Simone Douglas is currently presenting a solo exhibition titled Parallel Infinities at Parlour Projects in Athens, New York.
Curated by the Re-Sited collaborative (Melissa Bianca Amore & William Stover), the exhibition Parallel Infinities examines the paradoxical beauty that emerges from the intersection and parallel tensions between light & darkness, sight & site and proximity & distance. The exhibition will feature a selection from two recent series Ever and After, alongside Douglas’ renowned Eternal Return works. These images highlight the artist’s interest in examining “transitional states” and the primordial forces that navigate the order of nature’s cyclical patterns, such as, fire, earth, sky, water and light.
The two bodies of works Ever and After trace the lights movement across the Northern and Southern Hemispheres, with Everbeing created with the Antipodean surrounding waters in Sydney and After in the Catskills. In the exhibition Parallel Infinitiesthe two series, featuring both water and smoke, shadowing cloud-formations, fold and liquefy into a third in-between space.
In these works, where the horizon line meets in both hemispheres, water and fire become a hybrid of traveling light and reform into an integrated landscape. “In the Australian context out of which my work emerged, the historical association of light and knowledge takes on a particular dimension,” says Douglas. “This distinction, perhaps, may represent something yet-to-be-known, an unknowing to be overcome.”
Created from combining the techniques and photographic processes of both photograms and negatives, Ever reveals “light” as an inversion of both water and smoke, and as an infinite expanse of blackness. “Ever contains light refractions formed in liquid darkness with the movement of water made visible by the light emanating from the sun,” Douglas remarks. Comparatively, After reveals only water as the primary source of life’s rotational and celestial movement. In both series, however, “light” becomes both blackness and lightness oscillating in constant motion. “Upon moving to New York, I made several trips to the Catskills to engage with the histories of water, land and light of the Hudson Valley,” says Douglas.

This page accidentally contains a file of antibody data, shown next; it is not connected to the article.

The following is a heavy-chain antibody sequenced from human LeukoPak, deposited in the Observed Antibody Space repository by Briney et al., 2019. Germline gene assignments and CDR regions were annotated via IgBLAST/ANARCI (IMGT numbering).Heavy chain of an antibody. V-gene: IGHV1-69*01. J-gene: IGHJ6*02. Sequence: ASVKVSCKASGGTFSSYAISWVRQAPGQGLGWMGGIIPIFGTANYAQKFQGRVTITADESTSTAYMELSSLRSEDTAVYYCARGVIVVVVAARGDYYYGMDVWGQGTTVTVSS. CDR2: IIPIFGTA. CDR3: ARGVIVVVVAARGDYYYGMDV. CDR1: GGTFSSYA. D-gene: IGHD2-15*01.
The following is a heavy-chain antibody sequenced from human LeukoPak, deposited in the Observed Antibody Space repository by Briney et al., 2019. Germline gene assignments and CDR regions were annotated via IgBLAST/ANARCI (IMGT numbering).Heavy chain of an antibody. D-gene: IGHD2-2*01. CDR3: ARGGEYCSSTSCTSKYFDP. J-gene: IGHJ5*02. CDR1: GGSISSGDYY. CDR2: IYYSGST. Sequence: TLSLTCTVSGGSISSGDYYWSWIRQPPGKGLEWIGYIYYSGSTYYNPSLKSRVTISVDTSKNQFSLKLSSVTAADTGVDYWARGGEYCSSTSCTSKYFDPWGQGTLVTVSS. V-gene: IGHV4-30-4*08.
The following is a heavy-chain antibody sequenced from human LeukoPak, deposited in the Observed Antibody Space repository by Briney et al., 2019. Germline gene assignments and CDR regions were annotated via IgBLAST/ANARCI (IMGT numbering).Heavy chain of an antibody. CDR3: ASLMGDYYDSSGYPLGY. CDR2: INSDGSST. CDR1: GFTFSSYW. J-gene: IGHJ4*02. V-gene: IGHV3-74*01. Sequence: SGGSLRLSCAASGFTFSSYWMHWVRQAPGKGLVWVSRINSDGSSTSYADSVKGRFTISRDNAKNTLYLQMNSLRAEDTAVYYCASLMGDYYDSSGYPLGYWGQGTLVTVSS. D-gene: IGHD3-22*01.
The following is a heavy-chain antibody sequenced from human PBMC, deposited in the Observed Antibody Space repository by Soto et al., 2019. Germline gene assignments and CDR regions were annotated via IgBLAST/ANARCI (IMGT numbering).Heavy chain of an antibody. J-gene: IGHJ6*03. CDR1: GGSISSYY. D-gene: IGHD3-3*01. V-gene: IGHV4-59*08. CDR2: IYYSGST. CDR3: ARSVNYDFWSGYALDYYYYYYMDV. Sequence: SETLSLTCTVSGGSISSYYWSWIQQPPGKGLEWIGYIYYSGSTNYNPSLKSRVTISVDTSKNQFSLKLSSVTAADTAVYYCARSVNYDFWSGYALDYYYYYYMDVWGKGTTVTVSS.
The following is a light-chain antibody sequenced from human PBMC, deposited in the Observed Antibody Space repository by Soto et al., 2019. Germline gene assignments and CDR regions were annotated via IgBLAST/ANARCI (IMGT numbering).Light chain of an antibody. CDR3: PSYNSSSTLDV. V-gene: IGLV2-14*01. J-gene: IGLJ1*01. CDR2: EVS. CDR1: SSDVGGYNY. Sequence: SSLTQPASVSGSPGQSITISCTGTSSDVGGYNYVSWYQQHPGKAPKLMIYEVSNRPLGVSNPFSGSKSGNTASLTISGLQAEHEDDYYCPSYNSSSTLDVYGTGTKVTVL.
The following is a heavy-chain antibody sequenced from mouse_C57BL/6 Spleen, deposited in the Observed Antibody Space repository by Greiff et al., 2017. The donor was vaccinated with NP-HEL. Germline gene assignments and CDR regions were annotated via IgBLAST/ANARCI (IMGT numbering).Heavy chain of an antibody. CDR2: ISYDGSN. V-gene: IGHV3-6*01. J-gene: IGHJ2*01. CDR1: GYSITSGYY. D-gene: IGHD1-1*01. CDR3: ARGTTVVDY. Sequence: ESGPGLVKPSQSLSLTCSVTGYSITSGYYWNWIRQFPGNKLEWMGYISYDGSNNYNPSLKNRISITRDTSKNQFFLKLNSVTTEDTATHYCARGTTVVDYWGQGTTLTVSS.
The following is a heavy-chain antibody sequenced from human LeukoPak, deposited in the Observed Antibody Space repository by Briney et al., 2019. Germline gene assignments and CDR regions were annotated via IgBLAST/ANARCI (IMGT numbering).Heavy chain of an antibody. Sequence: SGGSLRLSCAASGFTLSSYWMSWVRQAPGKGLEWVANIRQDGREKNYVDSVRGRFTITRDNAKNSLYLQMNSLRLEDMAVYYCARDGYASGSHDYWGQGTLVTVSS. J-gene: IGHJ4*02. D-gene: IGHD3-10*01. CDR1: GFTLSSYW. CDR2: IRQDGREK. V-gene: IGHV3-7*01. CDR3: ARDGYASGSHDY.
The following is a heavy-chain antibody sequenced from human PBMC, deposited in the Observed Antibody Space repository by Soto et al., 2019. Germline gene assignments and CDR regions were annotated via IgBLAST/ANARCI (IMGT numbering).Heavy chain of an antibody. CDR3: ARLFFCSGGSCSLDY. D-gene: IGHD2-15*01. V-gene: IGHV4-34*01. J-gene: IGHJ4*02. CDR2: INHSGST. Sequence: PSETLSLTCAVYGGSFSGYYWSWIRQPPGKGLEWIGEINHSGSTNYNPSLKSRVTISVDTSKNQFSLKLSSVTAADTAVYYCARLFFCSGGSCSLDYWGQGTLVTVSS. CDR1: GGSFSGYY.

As a punctuation mark to the exhibition, the wooden sculpture, Promise (Site), acts as a metaphor for a “torn-open-spine of a book” (1) or the skeletal structure of a boat, both functioning as a carrier of our collective histories and culture. Readdressing the question of how culture is transported and re-contextualized in distinct locations, Douglas’ practice also raises questions about authenticity and the politics of “image making,” and the activity of “seeing.” “Photographs are of something. Working with various photographic approaches allows me to consider the slippage between the real as perceived and the representational power of the photographic image and its evasive status.” Douglas says. “I wish to make visible a laggard oscillation between the recognizable and the abstract, questioning indexicality that is commonly seen as a condition of the medium.”
Installed in a historic house set back from the Hudson River, Parallel Infinities re-sites ideas of location specificity and cultural memory back into the medium of light and water. A catalogue essay written by acclaimed cultural art critic Zachary Sachs will accompany the exhibition.
Parallel Infinities is on view until December 8, 2019.
27 South Franklin Street
Athens, New York